Think premium fuel is better than regular gasoline? You might want to think again. Many people think that premium fuel is higher quality, but the real answer is a lot more nuanced than that.
Today, we’re taking a deeper look at premium fuel, what it actually means, and whether or not it’s better for your engine (or MPG). If you’re curious if you should be shelling out more money for premium fuel, here’s the real answer.
What Are Octane Ratings?
At almost every gas pump, you’ll see a selection of two or three different types of gas. Each gas type has a big yellow button with a number on it like 87, 89, 93, etc. These numbers signify the fuel’s octane rating, which is basically a measure of how heat-resistant the fuel is.
Octane ratings matter because gasoline motors work by igniting air and fuel with a spark plug to create combustion. This is what powers your engine.
Before combustion, the fuel and air mixture is compressed to extract the most energy potential possible. When the mixture is compressed, it creates a massive amount of heat. Lower octane-rated fuels are less heat-resistant, so they can ignite too early and lead to decreased energy performance. It also causes “knocking,” which is the sound it produces in your engine when the fuel ignites prematurely. If you hear knocking in your engine, chances are you’re using the wrong kind of fuel.
All grades of fuel that you see at a gas pump (like regular, plus, and premium) come with an octane rating. Premium fuel is typically any gasoline with an octane rating of 91 or higher. Ninety-one and 93 octanes are the most common versions of premium gasoline available in the U.S. Sometimes you’ll see 93 octane gasoline labeled as “ultra” or “super-premium.”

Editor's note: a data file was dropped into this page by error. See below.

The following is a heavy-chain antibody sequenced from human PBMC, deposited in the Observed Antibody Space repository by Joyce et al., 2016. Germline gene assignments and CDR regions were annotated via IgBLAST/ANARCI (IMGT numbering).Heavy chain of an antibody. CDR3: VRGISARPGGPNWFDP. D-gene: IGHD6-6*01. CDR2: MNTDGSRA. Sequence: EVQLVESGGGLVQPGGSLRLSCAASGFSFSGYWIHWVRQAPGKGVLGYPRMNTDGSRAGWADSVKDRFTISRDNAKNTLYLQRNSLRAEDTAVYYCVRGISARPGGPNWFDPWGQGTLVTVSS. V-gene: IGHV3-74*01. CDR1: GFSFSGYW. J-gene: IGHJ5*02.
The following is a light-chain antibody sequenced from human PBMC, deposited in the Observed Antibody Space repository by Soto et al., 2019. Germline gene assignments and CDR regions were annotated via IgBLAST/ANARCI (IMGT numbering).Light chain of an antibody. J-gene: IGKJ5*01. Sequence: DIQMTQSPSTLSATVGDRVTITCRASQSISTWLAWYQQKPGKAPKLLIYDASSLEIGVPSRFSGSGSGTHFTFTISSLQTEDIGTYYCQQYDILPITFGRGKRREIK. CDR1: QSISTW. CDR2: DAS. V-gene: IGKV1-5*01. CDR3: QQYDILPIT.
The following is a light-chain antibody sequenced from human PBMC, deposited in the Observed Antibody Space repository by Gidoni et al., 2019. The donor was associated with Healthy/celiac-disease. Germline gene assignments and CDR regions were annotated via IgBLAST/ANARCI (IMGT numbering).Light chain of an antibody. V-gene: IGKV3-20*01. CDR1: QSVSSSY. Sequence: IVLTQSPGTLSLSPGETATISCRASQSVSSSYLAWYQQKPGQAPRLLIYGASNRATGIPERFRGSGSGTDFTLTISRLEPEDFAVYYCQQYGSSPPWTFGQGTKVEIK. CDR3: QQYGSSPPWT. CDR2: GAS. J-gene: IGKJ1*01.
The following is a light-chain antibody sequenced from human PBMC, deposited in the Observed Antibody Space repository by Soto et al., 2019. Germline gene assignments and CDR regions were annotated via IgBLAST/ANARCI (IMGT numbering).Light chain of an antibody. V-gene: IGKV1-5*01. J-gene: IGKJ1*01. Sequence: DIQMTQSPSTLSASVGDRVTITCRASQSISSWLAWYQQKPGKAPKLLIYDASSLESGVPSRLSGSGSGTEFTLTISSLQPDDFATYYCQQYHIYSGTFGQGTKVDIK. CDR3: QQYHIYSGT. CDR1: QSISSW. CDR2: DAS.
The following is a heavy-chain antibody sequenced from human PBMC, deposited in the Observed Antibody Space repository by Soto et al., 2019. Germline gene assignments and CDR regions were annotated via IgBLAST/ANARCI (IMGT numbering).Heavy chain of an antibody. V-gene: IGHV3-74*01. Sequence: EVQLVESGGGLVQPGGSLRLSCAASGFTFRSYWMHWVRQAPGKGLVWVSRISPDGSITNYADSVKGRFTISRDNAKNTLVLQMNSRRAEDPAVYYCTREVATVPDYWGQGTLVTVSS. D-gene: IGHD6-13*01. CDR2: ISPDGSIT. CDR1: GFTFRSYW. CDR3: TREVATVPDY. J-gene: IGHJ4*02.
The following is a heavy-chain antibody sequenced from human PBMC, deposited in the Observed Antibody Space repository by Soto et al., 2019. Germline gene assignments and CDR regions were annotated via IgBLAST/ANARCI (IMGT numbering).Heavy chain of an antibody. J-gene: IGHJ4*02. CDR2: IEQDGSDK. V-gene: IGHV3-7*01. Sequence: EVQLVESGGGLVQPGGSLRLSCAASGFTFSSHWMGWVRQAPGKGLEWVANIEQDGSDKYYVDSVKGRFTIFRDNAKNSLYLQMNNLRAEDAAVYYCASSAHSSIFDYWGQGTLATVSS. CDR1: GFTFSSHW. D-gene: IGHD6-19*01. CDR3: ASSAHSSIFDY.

Higher octane fuel like premium gasoline generally costs more than lower octane fuel. The higher octane rating means that the fuel can withstand higher temperatures before combusting, although that doesn’t always mean it’s better for your engine.
The best fuel for your particular engine is the one the manufacturer recommends. Many people think that just buying premium fuel will help their engine last longer, but that’s not entirely true. The right fuel for your vehicle is the fuel that’s right for the amount of compression and combustion in your engine. Your manufacturer will state this in the manual and sometimes right on your gas cap.
The difference between regular and premium gasoline is their octane ratings. Regular gasoline has an octane rating of 87, while premium has an octane rating of 91 or higher.
Sometimes, gas stations sell 89- and 87-octane gasoline side-by-side. You might see the label “midgrade.” Regular and midgrade gasoline options are less expensive than premium, but that doesn’t always mean that they’re less effective for your vehicle type.
There are many myths and misconceptions about premium gasoline. Premium fuel only benefits your vehicle if it’s the specific type of gasoline that your engine requires. Otherwise, you aren’t doing your car or engine any favors just by purchasing premium gas. You’re just spending more money.
Premium gas doesn’t give you better gas mileage or run cleaner. Higher octane fuel, like premium fuel, is better for high-performance vehicles like a Corvette, Mazda Miata, etc. Your vehicle owner’s manual will tell you whether or not your car requires premium fuel.
Of course, if you do have a high-performance vehicle, premium is the right fuel for your car. High-performance vehicles have higher compression ratios. Turbo-charged engines need more air and produce more heat during operation. In this case, using premium fuel helps prevent knocking in your engine.
Premium gas only increases your MPG if you drive a vehicle that requires premium gasoline. And even that is sort of a misconception.